Gene Kim (@realgenekim) gave a great keynote at the Building on Success 2017 conference that described how TOC and related thinking can create truly breakthrough operations for technology.
He opened with his own story in learning about Theory of Constraints and applying those concepts in the technology development world. He's the author of The Phoenix Project (my review) with Kevin Behr and George Spafford. It is essentially a version of The Goal as applied in technology development and operations (DevOps).
What is one of the big problems in technology development? Maybe the core problem? Gene described is the "downward spiral" that starts with technical debt - the accumulation of junk that we promise to fix later. This junk (unclear code, shortcuts, fragile integrations) requires cleanup later or ongoing maintenance that makes later changes harder and harder. Further down the spiral, it leads to more and more difficulties in deploying new code, as it has to integrate across more and more fragile systems. The natural reaction to that is to deploy less frequently, until the worst case of being completely unable to deploy new capabilities.
With this as a framework, Gene described four "surprises" that he's had in his career.
Surprise #1: Business value (of DevOps) is higher than we thought. There is a core conflict for IT that goes along the lines of the goal of IT is to enable business value. In order to do that, we need to have stability of technology systems AND responsiveness to changing business needs. In order to have stability, don't make changes (or do it infrequently). In order to have responsiveness, make changes (and as often as needed). The conflict in the past has been resolved in the direction of making few changes and bigger batches of changes. See the downward spiral.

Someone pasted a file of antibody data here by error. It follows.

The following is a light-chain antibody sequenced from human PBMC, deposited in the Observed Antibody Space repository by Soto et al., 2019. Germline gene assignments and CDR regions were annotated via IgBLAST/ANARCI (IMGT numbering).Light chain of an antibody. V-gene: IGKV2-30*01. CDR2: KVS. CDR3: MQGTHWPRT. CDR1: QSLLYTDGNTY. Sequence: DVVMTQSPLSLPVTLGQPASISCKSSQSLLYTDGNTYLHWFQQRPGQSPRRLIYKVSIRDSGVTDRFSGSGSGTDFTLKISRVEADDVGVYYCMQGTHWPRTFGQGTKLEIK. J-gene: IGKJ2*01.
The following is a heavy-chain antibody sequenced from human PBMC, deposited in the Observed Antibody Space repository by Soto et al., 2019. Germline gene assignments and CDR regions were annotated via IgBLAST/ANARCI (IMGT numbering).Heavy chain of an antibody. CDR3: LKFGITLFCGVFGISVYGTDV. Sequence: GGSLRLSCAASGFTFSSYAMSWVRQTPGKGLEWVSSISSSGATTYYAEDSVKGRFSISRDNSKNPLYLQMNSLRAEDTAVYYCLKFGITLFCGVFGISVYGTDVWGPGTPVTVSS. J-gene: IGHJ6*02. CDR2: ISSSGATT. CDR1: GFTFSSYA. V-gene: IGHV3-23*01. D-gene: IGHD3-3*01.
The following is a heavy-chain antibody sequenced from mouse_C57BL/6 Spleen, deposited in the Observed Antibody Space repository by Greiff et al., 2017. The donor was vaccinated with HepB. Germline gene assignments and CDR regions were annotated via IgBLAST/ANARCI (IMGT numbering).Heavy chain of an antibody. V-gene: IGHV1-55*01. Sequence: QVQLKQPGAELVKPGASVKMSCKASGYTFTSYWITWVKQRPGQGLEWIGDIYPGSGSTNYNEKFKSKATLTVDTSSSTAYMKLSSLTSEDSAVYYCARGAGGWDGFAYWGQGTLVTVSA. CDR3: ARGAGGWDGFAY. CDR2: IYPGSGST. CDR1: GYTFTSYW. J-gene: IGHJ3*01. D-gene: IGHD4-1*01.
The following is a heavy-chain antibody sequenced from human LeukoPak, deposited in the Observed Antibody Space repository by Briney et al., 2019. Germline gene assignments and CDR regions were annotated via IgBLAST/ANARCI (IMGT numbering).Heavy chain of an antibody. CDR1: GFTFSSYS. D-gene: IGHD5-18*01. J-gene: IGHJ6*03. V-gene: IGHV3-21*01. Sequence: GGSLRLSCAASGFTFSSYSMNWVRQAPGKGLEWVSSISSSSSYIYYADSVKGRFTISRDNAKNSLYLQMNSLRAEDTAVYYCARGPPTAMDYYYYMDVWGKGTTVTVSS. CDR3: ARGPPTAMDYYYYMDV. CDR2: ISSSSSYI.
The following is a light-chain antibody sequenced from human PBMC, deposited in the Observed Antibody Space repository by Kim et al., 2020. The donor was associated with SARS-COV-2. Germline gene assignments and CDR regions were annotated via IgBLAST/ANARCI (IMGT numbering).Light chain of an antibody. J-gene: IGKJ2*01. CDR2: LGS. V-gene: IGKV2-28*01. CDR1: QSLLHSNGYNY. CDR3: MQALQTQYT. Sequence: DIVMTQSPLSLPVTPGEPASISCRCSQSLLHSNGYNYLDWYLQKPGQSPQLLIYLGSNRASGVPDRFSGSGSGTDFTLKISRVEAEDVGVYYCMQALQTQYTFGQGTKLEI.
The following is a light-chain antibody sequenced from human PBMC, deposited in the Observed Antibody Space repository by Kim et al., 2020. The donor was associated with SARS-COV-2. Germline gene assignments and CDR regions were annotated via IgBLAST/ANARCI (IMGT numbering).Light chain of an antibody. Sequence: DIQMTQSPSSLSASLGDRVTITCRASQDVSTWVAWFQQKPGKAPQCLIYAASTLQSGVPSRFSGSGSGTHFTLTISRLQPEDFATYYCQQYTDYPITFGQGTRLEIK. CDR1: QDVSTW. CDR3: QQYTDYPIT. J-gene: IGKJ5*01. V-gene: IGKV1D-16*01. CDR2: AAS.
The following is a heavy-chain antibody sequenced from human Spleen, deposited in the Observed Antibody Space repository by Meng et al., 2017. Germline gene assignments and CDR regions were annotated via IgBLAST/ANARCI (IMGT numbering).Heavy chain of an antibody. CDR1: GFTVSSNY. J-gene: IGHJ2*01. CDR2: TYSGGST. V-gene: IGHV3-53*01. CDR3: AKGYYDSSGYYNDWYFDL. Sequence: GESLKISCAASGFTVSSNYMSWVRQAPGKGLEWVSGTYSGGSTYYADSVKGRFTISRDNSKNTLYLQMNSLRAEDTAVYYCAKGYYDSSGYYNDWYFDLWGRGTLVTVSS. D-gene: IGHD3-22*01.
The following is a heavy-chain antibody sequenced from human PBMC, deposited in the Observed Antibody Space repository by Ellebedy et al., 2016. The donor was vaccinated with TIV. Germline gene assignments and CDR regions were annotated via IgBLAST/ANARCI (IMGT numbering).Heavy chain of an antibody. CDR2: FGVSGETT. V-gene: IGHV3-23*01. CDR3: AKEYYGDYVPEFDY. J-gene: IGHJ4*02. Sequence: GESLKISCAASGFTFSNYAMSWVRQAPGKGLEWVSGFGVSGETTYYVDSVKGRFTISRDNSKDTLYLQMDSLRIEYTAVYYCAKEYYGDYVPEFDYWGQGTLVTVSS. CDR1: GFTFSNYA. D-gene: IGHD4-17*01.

But what if the conflict gets resolved and removed a different way? What if you could get changes applied quickly AND those changes could easily be removed if they happened to cause problems? It turns out there is MASSIVE value is doing this, if it can be done well. Companies like Amazon, Google and Facebook are making thousands of deployed changes a day, instead of once a year or once a quarter. Gene's research has found that organizations which are doing this (even those that aren't the well-known technology companies), they have more stability and deliver more value than those which do not.
Surprise #2: Importance of measuring code and development lead time. If the changes are valuable to the business, then the various lead times can help point you in the direction of the next improvements. Do you need test automation? Do you need to break batches into smaller pieces? How do these things affect your change lead time. Gene has found typical bottlenecks to flow include the speed of environment creation, delays of code deployment, tests setup and run, overly tight architecture, product management ...
Surprise #3: DevOps is for the Unicorns ... and the Horses too. Gene has seen a number of "traditional" (non-technology) companies that have successfully used the DevOps concepts to transform their technical operations.
Surprise #4: Dynamic learning organizations. Gene is of the opinion that the concepts of Theory of Constraints, DevOps, Lean, and others will merge down the line into something that looks likek dynamic learning organizations. Interesting. This is certainly a directly these approaches can go - I certainly see a lot of connections across the various approaches.